Social implications

Managers should be proactive in interpreting different institutional logics and process them through critical reflection and boundary spanning and mapping of new opportunities. Moreover, MNC hotel executives should be aware of the limitations of a blanket approach toward CSR and sustainability and increase their sensitivity toward local conditions.

Originality/value

Through this study, the authors are able to add further value to the critical writings about the positive contribution of CSR and sustainability in the context of the MNCs and their subsidiaries, which is not substantiated due to limited empirical evidence.

Details

International Journal of Contemporary Hospitality Management, vol. 31 no. 6
Type: Research Article
ISSN: 0959-6119

Keywords

Article
Publication date: 16 August 2011

Gözde İnal and Mine Karataş‐Özkan

The purpose of this paper is to investigate the career experiences of Turkish Cypriot women solicitors in Britain, by examining their choices of employment or self‐employment.

323

Abstract

Purpose

The purpose of this paper is to investigate the career experiences of Turkish Cypriot women solicitors in Britain, by examining their choices of employment or self‐employment.

Design/methodology/approach

The study adopts a critical realist approach considering the macro‐contextual and micro‐agentic aspects of Turkish Cypriot women's career development. Applying “the instrumental case study” approach, it explores the career experiences of four Turkish Cypriot women solicitors. Case study material was collected through semi‐structured interviews.

Findings

The paper argues that one cannot talk of ethnic enclaves in positive or negative terms, without considering layered individual experience. Their life and career trajectory is marked by their ethnicity and migration that is characterised by dual processes of break with tradition and later return to tradition during which identities are tested and usually reaffirmed where Turkish Cypriots may rediscover their Turkish Cypriotness.

Originality/value

The study reveals that macro‐, meso‐ and micro‐effects are responsible for the polarisation of opportunities in the ethnic enclaves.

Details

Equality, Diversity and Inclusion: An International Journal, vol. 30 no. 6
Type: Research Article
ISSN: 2040-7149

Keywords

Article
Publication date: 13 November 2007

Katerina Nicolopoulou and Mine Karatas‐Ozkan

The paper aims to generate insights into practitioners’ understanding of global knowledge work/workers by exploring the perspectives of an artist and economist.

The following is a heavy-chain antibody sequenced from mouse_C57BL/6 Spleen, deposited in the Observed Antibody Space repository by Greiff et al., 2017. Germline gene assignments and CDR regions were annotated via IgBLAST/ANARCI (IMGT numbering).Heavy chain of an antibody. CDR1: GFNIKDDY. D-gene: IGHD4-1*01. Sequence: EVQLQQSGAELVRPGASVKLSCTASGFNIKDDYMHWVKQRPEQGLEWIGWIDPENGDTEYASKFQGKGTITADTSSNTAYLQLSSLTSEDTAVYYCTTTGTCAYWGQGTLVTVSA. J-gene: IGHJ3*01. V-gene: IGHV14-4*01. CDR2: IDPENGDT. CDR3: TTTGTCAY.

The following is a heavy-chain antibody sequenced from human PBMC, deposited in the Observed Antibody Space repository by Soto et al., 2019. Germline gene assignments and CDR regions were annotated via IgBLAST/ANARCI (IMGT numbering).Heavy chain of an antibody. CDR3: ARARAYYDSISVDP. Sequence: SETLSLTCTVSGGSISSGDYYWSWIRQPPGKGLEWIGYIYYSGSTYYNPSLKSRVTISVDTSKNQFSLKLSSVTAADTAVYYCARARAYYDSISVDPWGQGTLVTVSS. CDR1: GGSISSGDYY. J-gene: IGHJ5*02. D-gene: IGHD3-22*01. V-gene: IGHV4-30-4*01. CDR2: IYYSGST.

Abstract

Purpose

The paper aims to generate insights into practitioners’ understanding of global knowledge work/workers by exploring the perspectives of an artist and economist.

Design/methodology/approach

Semi‐structured interviews with the two participants were conducted; and the interview material was transcribed and analyzed.

Findings

Global knowledge work is a multifaceted concept; it can exist in different fields, including art, technology and social sciences. Global knowledge work is about knowledge that is acquired, accumulated, shared and enriched through relocation, travel or integration into networks. Global knowledge workers are equipped with some form of specialized knowledge, skills set and different communication strategies. Their motivation varies from intellectual curiosity, financial and career benefits, personal reasons to seek a life in another country to the prestige of global knowledge work.

Practical implications

Diversity is a defining attribute of global knowledge work. Diverse backgrounds, expertise and viewpoints of global knowledge workers are becoming an increasingly significant asset for organizations. This has implications in terms of developing effective diversity management strategies in global and knowledge‐intensive organizations, such as universities.

Originality/value

The paper draws on two interviews with practising global knowledge workers, in the fields of art and economy. Useful insights are generated for practitioners in all fields, combining interesting perspectives on global knowledge work and its future value.

Details

Equal Opportunities International, vol. 26 no. 8
Type: Research Article
ISSN: 0261-0159

Keywords

Abstract

Details

Equality, Diversity and Inclusion: An International Journal, vol. 30 no. 6
Type: Research Article
ISSN: 2040-7149

Content available
Article
Publication date: 13 November 2007

Katerina Nicolopoulou, Mine Karatas-Ozkan and Ahu Tatli

1142

Abstract

Details